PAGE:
Give These Sparkling Reds a Try
Pair with soft cheese or enjoy as an aperitif
Sparkling red wines have a bad reputation. Mass-produced Lambrusco isn’t the only culprit; most on the market are overly sweet and imbalanced, with little substance. Yet this wine style is enjoyed throughout the wine-drinking world and has a special place within the cuisine of eastern Europe and the Slavic lands. Its defining characteristic is really its limpidity; sparkling reds are merely darker than rosés. Nevertheless, you can expect abundant fruit, with softer and creamier textures than other sparklers. At the table, they’re terrific as aperitifs and with first courses; they’re also fun wines to enjoy kicking back with some soft cheeses.
Patrick Bottex “La Cueille” Bugey-Cerdon, France, $22.50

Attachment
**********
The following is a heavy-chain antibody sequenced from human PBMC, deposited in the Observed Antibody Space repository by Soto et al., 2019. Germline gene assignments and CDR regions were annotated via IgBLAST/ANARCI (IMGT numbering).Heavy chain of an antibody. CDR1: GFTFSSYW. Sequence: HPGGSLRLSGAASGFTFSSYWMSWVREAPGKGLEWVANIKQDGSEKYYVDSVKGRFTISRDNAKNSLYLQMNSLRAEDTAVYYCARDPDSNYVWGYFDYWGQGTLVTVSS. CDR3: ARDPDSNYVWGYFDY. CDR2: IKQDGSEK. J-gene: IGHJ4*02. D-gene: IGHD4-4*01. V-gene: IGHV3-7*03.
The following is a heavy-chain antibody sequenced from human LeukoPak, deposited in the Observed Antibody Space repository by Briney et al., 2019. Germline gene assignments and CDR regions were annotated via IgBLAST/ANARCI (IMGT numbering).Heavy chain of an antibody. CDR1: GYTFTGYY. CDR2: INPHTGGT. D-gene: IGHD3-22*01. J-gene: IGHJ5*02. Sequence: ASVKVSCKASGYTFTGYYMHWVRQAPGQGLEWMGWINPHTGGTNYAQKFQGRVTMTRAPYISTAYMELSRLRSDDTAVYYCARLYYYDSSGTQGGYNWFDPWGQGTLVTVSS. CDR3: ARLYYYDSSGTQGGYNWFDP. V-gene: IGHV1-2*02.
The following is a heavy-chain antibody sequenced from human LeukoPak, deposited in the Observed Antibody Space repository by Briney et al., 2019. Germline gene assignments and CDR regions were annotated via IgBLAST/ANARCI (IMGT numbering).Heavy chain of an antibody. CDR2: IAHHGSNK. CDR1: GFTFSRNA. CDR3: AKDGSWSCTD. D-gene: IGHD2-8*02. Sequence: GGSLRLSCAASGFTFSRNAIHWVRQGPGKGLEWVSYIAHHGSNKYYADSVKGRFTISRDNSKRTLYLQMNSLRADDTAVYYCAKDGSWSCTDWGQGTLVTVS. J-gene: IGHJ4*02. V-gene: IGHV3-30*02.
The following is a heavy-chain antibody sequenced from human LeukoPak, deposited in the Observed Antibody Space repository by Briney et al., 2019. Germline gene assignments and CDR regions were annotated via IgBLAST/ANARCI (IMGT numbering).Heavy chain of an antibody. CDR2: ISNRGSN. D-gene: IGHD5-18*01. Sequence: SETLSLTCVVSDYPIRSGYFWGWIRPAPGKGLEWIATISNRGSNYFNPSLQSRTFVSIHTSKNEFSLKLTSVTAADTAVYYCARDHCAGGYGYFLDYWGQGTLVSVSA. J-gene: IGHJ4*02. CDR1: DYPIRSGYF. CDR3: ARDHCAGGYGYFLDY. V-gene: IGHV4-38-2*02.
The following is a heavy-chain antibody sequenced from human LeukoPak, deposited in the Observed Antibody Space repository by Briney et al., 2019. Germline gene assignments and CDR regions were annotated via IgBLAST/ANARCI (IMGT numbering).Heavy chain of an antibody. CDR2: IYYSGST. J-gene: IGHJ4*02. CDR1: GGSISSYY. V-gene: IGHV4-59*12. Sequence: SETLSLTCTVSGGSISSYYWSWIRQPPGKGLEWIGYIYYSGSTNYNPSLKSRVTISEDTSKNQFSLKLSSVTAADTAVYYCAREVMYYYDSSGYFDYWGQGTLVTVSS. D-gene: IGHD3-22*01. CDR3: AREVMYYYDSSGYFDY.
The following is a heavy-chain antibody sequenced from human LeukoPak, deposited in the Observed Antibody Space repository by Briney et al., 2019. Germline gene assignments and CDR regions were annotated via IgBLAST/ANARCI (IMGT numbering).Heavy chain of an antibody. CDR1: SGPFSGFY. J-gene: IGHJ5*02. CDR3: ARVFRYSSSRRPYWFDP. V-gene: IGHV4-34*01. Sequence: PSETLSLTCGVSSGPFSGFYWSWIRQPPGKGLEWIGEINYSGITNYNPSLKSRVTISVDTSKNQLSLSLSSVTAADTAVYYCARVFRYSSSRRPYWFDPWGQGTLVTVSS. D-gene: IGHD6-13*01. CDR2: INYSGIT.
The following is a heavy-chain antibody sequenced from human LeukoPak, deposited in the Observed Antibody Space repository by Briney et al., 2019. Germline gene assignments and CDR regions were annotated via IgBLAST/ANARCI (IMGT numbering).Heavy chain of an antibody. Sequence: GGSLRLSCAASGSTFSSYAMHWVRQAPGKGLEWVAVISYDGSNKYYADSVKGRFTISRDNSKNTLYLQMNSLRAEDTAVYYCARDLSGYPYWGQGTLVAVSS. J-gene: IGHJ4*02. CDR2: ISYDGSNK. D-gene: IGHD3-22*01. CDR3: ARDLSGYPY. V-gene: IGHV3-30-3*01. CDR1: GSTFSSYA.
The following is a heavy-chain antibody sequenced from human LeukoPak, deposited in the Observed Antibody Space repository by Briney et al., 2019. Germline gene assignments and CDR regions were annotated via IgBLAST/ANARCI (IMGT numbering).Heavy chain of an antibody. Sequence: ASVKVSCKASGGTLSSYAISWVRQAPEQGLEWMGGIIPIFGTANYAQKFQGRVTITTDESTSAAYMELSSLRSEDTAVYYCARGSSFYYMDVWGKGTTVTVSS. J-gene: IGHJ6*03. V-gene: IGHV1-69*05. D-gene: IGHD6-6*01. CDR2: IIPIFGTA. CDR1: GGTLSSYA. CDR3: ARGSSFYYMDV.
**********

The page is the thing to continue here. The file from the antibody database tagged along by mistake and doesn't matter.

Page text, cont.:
Flavors of strawberries, so clean and taut, like a sparkling Beaujolais. It’s a favorite among restaurant folks, who love to party with this one.
Rosa Regale Brachetto, Italy, $17
Lightly effervescent and low in alcohol, this is full of flowery charm, like a red Moscato d’Asti. Try serving a glass before and after dinner, and make sure there’s a chocolate or two.
Chiarli “Fondatore Lambrusco,” Italy, $18
The real deal—frothy, uncompromising Lambrusco. It’s a must-try with prosciutto.
Bleasdale Shiraz “The Red Brute,” Australia, $18.50
With intense berry flavors and a modicum of sweetness, this wine is juicy and fun. It’s lovely with a wide variety of cheeses and perfect for the hot tub.
Michael Kwas is wine director at L’Etoile restaurant. He writes this column monthly.
Read more Off the Vine columns here.